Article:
A line of buses occupies scores of parking spaces atop Cadillac Mountain in Acadia National Park last summer. Park officials closed the road to the top of the mountain three times over the Fourth of July holiday weekend. ISLANDER FILE PHOTO

Traffic closes Cadillac road: Visitation up 20 percent



ACADIA NAT’L PARK — Officials here believe the Independence Day weekend may have set a record for the number of visitors. Sales of weekly passes during the period July 1 through July 4 were up 20 percent over last year, which also was a record.

Preliminary year-to-date visitation statistics through the end of June show overall visitation up around 21 percent. “Those aren’t the final numbers, but the message is ‘we’re very busy,’ ” said park Spokesman John Kelley on Wednesday.

Three times over the holiday weekend, including twice in one day, rangers were forced to shut down access to the Cadillac Mountain road because of gridlock at the summit. On both Saturday and Sunday evenings, the road was closed off around 7:30 p.m. until after sunset when the number of vehicles filled with visitors hoping to catch the sunset from atop the 1,532-foot peak exceeded the road and parking lot capacity.

The summit also was closed off again on Sunday afternoon from around 1:30 p.m. until 3 p.m.

“When it backs up past the Blue Hill Overlook, we stop letting cars up,” said Ranger Darren Belskis. He explained that a ranger at the top radioed down to another at the beginning of the road. A mobile traffic information sign and barricades were used to close off the traffic flow.

Traffic throughout the park, especially on Sunday, was frequently at a standstill, rangers said. Dealing with traffic congestion and illegally parked cars was the most frequent problem rangers had to deal with over the weekend.

Even at 6 p.m., the right lane along Ocean Drive from the entrance fee station to just before Thunder Hole continued to be lined with parked cars.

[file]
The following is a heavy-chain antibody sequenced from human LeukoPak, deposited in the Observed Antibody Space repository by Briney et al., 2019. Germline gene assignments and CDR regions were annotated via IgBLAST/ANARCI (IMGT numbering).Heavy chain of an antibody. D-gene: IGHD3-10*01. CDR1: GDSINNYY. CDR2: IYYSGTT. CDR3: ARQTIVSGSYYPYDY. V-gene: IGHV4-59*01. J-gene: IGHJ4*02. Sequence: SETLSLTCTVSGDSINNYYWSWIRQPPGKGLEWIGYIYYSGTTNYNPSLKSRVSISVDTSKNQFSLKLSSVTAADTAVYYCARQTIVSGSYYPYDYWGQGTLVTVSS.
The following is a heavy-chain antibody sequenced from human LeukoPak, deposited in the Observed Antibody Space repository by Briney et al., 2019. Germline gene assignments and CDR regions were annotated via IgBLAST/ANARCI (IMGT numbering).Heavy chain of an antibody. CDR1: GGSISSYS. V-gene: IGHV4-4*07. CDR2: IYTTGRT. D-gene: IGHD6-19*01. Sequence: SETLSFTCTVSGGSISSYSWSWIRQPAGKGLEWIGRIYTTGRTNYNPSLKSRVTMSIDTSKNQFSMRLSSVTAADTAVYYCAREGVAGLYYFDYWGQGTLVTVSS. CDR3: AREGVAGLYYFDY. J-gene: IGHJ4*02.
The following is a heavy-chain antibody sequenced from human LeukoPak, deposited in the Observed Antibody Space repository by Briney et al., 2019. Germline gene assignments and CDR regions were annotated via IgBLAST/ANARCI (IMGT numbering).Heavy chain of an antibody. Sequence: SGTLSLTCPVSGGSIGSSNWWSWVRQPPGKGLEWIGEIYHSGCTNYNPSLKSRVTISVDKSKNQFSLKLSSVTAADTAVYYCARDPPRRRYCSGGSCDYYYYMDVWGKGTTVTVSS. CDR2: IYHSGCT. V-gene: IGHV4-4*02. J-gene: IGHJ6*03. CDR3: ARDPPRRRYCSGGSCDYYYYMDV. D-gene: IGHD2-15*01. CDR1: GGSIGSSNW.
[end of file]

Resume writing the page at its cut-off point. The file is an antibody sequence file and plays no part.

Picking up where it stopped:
Officials at another agency that deals directly with the summer crowds, the Island Explorer, believe the weekend set records as well.

“It was indeed slammed,” said Paul Murphy. Overall use of the free shuttle buses is up 18 percent year-to-date. Last year’s use also set records.

“Traffic near Sand Beach was backed up bumper to bumper through the pay station at times on Saturday,” Murphy said. “We ran late in heavily congested areas, and there were a few occasions when buses had to refuse additional passengers due to limited capacity,” he said.

“We did keep some routes active later than scheduled and sent buses out to do “clean up” around the Loop Road to gather stragglers.”

According to organizers of the annual Rotary Club of MDI Seafood Festival in Bar Harbor, Saturday’s crowds set records.

The club broke its previous record, raising more than $37,000. The 69 club members sold more than 450 lobster dinners and served more than 500 people at the annual blueberry pancake breakfast. The net proceeds will be given back to the community through support of the Park Street Playground’s revitalization, scholarships and nonprofits organizations.

 

Earl Brechlin

Earl Brechlin

Editor at Mount Desert Islander
Former Islander editor Earl Brechlin first discovered Mount Desert Island 35 years ago and never left. The author of seven guide and casual history books, he is a Registered Maine Guide and has served as president of the Maine and New England Press Associations. He and his wife live in Bar Harbor.
Earl Brechlin

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